But as the episode progresses, we see something is on the horizon. Potentially an Extinction Level Event. And it involves new players unbeknownst to the vigilante who has been purging the criminal element night after night. Someone’s slacking.
Daredevil also now becomes aware that his actions’ consequences; however good-intended has consequences that are adverse to his idealistic goals. From the void he created from taking Wilson Fisk aka Kingpin out of the criminal equation, to a new ‘paramilitary-type of organisation’ taking root in Hell’s Kitchen, something ugly is seething under the surface as new players vie for control of the city. And purely out of narrative progression and entertainment value, we would bare witness to one of these potential new players being obliterated in front of our eyes- the Irish Mob. And to think St. Paddy’s day was just yesterday.
With the void created in part by Daredevil taking out Fisk, and now with the Russians and Yakuza gone, the Irish had a meet to consolidate their power and control over Hell’s Kitchen. This friendly meet of Irish Mobsters, which was going to end with some Godfather internally-dispensed justice (you know, I knew it was you Fredo-type of whacking), gets rudely interrupted by a bullet. Quite a few, actually. The scene was not that dramatic or of great impetus, sadly. But the aftermath was undeniable. The Punisher, yet to be seen at this point, was, the invisible, yet very present right hand of a vengeful god. A god that is fond of high-carbine weaponry.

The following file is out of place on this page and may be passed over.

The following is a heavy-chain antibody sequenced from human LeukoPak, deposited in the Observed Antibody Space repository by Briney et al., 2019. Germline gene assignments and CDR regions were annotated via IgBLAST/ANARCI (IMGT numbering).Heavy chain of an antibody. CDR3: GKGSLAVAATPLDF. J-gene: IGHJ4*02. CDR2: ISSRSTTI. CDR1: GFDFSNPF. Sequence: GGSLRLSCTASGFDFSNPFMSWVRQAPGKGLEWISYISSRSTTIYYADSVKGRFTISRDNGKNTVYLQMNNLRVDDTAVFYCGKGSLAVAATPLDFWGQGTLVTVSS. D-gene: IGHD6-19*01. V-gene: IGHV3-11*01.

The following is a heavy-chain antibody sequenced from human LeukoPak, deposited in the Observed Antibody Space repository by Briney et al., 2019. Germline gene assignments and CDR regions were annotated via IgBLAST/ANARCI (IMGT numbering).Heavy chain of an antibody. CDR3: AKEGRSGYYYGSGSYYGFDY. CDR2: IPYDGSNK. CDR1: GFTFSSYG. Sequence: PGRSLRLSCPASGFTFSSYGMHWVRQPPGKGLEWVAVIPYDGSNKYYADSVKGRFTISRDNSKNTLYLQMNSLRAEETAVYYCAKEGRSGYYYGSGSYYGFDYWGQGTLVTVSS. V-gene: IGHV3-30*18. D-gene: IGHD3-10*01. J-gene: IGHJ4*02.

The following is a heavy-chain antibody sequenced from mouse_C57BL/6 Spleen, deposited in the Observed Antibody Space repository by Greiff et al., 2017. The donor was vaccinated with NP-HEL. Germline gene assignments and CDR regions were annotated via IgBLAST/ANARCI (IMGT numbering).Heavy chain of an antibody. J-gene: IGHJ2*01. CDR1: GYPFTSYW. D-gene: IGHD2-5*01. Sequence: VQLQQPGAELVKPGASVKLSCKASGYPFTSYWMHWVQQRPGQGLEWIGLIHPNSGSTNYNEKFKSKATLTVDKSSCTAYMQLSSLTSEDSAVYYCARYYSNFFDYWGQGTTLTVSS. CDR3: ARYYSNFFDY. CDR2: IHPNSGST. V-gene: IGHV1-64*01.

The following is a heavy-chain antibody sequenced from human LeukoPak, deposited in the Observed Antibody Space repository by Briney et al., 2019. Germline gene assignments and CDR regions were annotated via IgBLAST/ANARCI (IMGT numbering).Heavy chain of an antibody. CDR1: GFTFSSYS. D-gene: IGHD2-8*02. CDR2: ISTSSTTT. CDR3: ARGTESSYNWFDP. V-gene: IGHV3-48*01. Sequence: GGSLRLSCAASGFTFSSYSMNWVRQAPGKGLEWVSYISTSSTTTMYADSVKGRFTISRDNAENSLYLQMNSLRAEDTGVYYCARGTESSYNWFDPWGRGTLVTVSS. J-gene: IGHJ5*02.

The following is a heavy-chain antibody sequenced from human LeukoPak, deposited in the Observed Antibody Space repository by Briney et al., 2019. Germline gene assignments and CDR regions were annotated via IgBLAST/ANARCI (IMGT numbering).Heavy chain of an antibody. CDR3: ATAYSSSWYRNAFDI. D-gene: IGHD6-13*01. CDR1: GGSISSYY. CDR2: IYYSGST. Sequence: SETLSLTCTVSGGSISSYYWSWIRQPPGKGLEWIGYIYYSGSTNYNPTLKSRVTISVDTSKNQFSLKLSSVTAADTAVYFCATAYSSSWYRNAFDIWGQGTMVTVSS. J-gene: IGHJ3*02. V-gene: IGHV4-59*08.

There is only one severely injured survivor in the Irish Mob massacre, Grotto, who then meets Murdock and Foggy for legal council: safe passage and witness protection from whoever killed the Irish Mob in exchange for testimony.